By Emily Newton
Water is essential to human life — so much so that the United Nations suggests clean water access is a fundamental human right. The ultimate goal is for all countries to provide clean water to their citizens. Unfortunately, billions of people every year lack access to clean water, sanitation, and hygiene.1
With the fourth industrial revolution underway, it’s possible that new water sanitation systems and tech can help bring people clean water efficiently. Take a deep dive into water sanitation and learn which technologies will play a role in providing water to communities that need it most.
Understanding The Clean Water Crisis
According to the World Health Organization, more than 2 billion people live in communities with little to no clean water.2 As populations grow and feel the effects of climate change, this figure is expected to increase rapidly. Around the world, far too many people use contaminated water, posing a great risk to their health and their community’s safety.
Access to safe and sufficient hygiene facilities allows people to practice good hygiene, reducing the risk of diarrheal diseases, acute respiratory infections, and tropical diseases. Contaminated drinking water can transmit serious illnesses like cholera, typhoid, dysentery, and polio. It is clear that safe drinking water is a core element of a healthy community, yet so many struggle to access it.
Aside from communities in low- or middle-income countries, virtually all industrialized countries require water for numerous purposes. For example, state and federal governments regulate many companies across industries. These organizations must meet clean water standards — in addition to cleaning and hygiene requirements3 — in order to remain operational.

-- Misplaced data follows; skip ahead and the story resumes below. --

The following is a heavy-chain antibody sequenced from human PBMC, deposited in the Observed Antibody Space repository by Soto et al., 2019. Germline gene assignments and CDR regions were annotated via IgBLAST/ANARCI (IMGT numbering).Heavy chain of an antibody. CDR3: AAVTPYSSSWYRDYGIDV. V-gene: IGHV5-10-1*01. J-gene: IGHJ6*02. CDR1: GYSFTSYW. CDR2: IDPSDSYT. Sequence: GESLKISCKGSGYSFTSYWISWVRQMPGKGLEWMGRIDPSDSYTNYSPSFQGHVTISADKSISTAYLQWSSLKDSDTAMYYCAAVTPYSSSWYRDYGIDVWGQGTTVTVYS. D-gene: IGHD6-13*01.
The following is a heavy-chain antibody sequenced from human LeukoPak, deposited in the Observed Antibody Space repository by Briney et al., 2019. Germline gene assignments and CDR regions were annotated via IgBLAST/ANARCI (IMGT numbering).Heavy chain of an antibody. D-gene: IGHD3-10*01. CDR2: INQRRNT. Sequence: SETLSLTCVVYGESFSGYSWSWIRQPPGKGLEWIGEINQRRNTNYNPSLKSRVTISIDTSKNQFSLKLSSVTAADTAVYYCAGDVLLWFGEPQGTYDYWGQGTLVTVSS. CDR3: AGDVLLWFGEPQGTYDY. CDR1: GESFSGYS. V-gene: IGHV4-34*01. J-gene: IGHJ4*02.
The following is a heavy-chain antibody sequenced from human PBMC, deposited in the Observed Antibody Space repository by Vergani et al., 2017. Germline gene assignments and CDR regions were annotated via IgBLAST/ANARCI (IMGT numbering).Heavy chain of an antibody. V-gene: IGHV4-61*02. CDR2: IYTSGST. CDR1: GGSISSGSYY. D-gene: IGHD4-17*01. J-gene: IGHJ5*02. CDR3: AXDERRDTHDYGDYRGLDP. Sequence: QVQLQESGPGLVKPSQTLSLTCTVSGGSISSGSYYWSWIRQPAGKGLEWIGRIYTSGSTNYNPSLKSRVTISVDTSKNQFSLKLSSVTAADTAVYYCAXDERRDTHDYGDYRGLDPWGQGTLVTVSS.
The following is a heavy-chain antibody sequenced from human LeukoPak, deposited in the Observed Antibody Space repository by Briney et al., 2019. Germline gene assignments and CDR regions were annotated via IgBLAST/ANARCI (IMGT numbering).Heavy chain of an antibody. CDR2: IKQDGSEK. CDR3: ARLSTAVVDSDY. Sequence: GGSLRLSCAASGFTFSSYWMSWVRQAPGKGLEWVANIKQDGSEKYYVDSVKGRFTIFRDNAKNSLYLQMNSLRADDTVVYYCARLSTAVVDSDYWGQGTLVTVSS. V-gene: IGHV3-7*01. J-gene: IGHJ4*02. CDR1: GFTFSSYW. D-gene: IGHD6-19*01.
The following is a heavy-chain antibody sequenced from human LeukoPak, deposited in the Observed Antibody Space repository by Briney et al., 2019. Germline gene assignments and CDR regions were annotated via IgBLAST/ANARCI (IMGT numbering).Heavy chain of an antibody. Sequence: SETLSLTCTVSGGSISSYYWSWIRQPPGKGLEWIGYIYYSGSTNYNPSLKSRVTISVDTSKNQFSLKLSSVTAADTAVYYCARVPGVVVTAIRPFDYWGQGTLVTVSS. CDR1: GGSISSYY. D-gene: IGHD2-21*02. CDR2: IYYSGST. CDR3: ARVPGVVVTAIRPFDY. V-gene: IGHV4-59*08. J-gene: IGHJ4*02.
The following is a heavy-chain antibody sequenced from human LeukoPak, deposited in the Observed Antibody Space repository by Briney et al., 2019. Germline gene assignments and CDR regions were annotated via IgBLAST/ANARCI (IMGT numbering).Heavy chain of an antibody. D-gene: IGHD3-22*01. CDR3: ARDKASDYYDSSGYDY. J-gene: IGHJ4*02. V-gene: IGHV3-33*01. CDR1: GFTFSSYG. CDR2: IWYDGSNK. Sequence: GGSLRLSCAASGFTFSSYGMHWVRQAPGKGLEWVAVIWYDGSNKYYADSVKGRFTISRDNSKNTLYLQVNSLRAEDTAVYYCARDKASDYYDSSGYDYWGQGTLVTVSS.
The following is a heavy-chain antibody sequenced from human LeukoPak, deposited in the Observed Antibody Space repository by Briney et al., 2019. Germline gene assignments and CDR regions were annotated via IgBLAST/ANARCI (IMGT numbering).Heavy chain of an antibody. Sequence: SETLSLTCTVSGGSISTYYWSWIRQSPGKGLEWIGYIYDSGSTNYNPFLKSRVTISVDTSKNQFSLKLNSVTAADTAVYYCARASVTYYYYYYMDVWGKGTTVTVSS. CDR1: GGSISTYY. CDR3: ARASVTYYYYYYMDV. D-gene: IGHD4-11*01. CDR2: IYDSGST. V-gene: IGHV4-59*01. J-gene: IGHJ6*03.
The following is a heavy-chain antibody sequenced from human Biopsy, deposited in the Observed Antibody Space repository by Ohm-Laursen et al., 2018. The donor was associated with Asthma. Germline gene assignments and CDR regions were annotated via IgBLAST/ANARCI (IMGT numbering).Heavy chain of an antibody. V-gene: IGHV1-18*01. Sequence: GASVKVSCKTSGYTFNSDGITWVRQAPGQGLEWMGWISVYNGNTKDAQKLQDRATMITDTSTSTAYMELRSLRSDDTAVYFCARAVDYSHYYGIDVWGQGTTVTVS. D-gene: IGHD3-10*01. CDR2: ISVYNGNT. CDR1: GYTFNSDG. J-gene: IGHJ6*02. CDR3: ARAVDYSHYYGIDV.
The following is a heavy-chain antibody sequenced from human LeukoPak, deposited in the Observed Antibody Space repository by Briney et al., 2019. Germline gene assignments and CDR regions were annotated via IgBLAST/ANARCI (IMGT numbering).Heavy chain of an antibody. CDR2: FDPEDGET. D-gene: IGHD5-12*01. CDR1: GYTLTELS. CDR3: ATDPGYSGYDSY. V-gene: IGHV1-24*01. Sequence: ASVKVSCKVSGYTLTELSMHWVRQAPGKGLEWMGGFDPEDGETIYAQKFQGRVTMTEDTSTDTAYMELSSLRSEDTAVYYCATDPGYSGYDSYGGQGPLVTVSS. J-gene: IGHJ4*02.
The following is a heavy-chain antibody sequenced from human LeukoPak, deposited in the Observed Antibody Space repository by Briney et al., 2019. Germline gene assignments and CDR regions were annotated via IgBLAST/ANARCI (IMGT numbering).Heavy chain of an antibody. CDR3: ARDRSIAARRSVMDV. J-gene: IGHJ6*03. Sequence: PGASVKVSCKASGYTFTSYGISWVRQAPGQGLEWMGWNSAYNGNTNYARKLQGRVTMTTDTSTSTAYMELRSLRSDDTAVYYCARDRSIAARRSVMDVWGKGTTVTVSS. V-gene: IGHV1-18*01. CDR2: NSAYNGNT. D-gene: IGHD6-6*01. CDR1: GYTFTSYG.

Additionally, environmental disasters and emergencies can exacerbate the chronic lack of clean water. In order to prevent the spread of disease, people need to have safe access to clean water, sanitation, and hygiene facilities for appropriate waste containment.
7 Advanced Water Sanitation System Technologies
In recent years, new technologies have made it possible to improve clean water access and sanitation services for people worldwide. Of course, more work is necessary to ensure everyone can access clean water for several reasons, but these water sanitation systems are a good step in the right direction. Take a look at some of the tech bringing people clean water efficiently.